Week 12 — It’s crunch time

Matthew Chan

From the time I was in grade one, I have known that I love working under pressure. I remember being in class and would sit there and wait until the very last moment before I would start a quiz. Fast forward to my undergrad, and I would often get my inspiration for my course papers the night before the due date. I would pull an all-nighter and rush to Carleton University to make it to the physical drop box by 8:30am.

We are officially less than a month away from our governance meeting target date for PHAC’s Data Strategy, and it is getting down to crunch time. Crunch time means there’s less margin for error, the stakes are higher, and the pace is more frenetic.


There were two highlights to the day. The first was that we shared the draft Data Strategy with senior management tables across the Agency for their review and feedback. This is a significant milestone as this has been months in the making and we have worked in the open to develop the strategy.

The second highlight of the day was a meeting we had with an external consultant to talk about a video that we want to create. The video itself is interesting, but it was the dialogue within the meeting that made me realize how bureaucratic things are within government.

The consultant did not come from the public health field, or did the individual have too much background on what a data strategy was. He challenged us by asking us to define (in plain language for the average Canadian) what purpose the data strategy would serve. Admittedly, I struggled in keeping it in plain language, and most definitely dropped buzzwords like ‘efficiencies’ and maybe even used ‘synergies’ at one point. Sigh. This reminded me of when I first started in government and tried to explain to my parents what a policy analyst did.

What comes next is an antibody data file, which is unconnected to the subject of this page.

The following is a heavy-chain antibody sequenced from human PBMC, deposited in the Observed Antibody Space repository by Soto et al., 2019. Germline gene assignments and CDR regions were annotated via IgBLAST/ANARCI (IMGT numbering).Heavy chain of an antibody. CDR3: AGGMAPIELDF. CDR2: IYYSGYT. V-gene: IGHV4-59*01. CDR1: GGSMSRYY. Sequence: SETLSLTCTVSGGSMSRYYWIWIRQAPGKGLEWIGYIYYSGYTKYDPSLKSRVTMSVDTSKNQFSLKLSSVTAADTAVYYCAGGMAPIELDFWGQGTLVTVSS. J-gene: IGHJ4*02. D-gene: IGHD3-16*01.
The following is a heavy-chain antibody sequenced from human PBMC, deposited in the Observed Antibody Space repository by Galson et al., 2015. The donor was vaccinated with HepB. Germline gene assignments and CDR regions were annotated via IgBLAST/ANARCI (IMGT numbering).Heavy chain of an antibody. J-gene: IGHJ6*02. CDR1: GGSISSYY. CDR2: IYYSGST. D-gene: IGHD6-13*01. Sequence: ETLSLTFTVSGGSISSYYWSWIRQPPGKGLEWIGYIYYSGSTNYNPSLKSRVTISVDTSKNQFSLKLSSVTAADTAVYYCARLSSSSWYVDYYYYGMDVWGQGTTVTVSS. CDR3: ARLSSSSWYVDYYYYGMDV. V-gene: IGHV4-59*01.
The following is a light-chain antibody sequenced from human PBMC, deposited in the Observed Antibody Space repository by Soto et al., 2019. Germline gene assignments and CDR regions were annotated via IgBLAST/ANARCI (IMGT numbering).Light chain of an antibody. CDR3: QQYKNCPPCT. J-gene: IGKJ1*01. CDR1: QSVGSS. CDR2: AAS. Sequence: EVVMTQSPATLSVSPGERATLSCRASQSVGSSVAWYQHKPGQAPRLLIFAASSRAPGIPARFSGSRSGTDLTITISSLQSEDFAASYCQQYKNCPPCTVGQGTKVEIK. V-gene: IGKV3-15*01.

This meeting was a great reminder for me that keeping it simple is often harder than it seems.


Bilat day was a good day. While I try to stagger bilats throughout the week, they all somehow fell on Tuesday.

As an extreme introvert, I used to dread one-on-one meetings. Early on, one of the ways I learned that I could manage the conversation was to develop an agenda for each bilat. Like a yoga class, an agenda helped me set an intention for the bilat — it gave me structure, purpose, and key things I wanted to accomplish, in a concise and organized fashion. It also ensured that I respected the time of the person I was meeting with, and got the key decisions I needed.

I had three separate bilats on Tuesday, and they were each productive in their own way. We focused on human resources, critical files, and checking in on progress. It was a chance to collaborate to move things forward, to resolve issues, and to rectify misunderstandings.

As we are getting into the crunch time for the Data Strategy, the formal bilats may give way to informal check-ins. I’ve started keeping a list of ‘items to raise’ for my bilats on Microsoft Notes so that I have a quick reference in case these informal check-ins pop up. What other tools do you employ in order to keep on top of things?